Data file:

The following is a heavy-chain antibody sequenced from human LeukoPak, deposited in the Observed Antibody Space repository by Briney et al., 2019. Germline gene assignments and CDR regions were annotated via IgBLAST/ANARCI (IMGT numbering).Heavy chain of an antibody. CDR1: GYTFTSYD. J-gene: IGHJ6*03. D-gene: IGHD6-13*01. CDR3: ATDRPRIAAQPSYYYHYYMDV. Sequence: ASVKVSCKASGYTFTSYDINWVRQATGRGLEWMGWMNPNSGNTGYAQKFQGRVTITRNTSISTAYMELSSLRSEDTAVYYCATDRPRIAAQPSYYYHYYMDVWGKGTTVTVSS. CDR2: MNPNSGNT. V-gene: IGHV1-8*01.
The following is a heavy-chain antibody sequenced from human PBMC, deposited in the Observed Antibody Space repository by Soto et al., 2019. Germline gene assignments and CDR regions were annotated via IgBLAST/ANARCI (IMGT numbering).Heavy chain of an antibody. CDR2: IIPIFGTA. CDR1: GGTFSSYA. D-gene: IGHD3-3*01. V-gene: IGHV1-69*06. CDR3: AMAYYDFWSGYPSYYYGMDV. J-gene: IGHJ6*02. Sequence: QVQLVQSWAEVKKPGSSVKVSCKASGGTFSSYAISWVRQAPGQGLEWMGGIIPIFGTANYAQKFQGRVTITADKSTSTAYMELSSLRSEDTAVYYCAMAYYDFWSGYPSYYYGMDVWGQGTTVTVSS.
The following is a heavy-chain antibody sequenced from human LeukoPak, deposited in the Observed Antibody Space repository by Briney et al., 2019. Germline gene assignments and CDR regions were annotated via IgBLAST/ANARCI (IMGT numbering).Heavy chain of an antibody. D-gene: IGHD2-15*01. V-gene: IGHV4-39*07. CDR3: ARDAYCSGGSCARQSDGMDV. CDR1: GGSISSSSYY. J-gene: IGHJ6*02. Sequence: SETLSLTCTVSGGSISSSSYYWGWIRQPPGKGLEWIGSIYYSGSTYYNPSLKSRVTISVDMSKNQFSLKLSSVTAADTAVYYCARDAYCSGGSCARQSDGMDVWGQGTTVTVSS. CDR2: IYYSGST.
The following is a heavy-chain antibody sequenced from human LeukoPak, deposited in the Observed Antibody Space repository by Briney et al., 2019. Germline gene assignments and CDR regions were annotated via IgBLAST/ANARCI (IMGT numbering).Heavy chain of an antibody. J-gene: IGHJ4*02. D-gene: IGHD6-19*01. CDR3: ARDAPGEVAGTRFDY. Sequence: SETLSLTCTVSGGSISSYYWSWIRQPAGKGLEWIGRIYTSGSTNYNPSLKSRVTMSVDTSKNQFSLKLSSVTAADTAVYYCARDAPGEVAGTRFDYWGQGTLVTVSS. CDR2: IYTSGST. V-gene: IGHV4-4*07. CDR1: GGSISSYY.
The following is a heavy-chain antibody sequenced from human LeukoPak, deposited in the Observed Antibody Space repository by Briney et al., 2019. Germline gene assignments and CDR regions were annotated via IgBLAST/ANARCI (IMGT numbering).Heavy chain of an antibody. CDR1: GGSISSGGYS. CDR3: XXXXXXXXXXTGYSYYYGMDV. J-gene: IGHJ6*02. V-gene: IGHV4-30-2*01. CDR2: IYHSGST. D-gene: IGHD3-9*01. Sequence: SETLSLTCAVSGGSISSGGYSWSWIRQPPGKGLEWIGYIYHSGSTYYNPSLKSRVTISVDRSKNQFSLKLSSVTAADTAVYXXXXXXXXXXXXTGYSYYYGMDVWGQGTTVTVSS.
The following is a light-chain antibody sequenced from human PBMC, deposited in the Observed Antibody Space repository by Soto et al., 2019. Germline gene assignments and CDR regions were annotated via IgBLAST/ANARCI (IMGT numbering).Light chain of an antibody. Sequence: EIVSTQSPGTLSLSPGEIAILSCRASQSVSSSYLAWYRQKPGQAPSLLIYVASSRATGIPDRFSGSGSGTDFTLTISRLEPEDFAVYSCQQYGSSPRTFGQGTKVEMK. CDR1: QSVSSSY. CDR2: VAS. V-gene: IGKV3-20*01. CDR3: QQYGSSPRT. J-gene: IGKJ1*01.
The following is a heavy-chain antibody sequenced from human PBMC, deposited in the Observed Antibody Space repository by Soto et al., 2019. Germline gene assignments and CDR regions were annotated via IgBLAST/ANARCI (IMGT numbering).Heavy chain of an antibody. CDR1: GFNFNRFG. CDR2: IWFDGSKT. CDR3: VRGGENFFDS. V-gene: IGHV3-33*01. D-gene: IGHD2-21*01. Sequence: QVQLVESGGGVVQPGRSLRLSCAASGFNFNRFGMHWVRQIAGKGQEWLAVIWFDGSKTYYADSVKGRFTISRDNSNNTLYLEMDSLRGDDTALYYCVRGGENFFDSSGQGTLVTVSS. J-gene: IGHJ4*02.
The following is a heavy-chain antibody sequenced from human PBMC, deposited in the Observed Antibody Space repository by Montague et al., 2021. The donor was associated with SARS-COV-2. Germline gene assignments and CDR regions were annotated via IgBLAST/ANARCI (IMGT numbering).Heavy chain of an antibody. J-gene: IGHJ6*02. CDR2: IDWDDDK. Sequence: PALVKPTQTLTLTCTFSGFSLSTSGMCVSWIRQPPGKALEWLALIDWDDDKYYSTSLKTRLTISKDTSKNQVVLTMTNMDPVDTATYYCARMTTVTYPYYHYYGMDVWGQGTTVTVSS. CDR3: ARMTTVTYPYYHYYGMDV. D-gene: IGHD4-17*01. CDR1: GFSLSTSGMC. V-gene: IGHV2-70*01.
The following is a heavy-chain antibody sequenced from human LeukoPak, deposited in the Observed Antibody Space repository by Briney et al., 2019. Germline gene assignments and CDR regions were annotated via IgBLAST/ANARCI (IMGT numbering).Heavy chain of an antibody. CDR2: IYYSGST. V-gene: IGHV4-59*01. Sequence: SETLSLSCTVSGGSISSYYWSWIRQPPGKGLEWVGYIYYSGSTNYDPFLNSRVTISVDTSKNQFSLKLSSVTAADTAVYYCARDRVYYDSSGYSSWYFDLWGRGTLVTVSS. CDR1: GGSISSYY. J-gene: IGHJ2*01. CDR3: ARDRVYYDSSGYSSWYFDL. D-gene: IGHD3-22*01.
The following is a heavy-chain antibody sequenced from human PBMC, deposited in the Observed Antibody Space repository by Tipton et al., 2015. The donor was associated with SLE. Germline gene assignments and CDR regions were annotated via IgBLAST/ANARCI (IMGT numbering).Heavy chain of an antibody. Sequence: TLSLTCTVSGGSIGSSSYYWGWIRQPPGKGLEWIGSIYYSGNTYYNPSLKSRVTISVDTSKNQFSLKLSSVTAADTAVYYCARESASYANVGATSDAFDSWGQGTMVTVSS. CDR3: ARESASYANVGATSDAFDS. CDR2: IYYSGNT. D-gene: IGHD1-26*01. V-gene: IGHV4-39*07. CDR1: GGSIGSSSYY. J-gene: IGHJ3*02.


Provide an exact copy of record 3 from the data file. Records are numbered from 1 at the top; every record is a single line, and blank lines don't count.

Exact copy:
The following is a heavy-chain antibody sequenced from human LeukoPak, deposited in the Observed Antibody Space repository by Briney et al., 2019. Germline gene assignments and CDR regions were annotated via IgBLAST/ANARCI (IMGT numbering).Heavy chain of an antibody. D-gene: IGHD2-15*01. V-gene: IGHV4-39*07. CDR3: ARDAYCSGGSCARQSDGMDV. CDR1: GGSISSSSYY. J-gene: IGHJ6*02. Sequence: SETLSLTCTVSGGSISSSSYYWGWIRQPPGKGLEWIGSIYYSGSTYYNPSLKSRVTISVDMSKNQFSLKLSSVTAADTAVYYCARDAYCSGGSCARQSDGMDVWGQGTTVTVSS. CDR2: IYYSGST.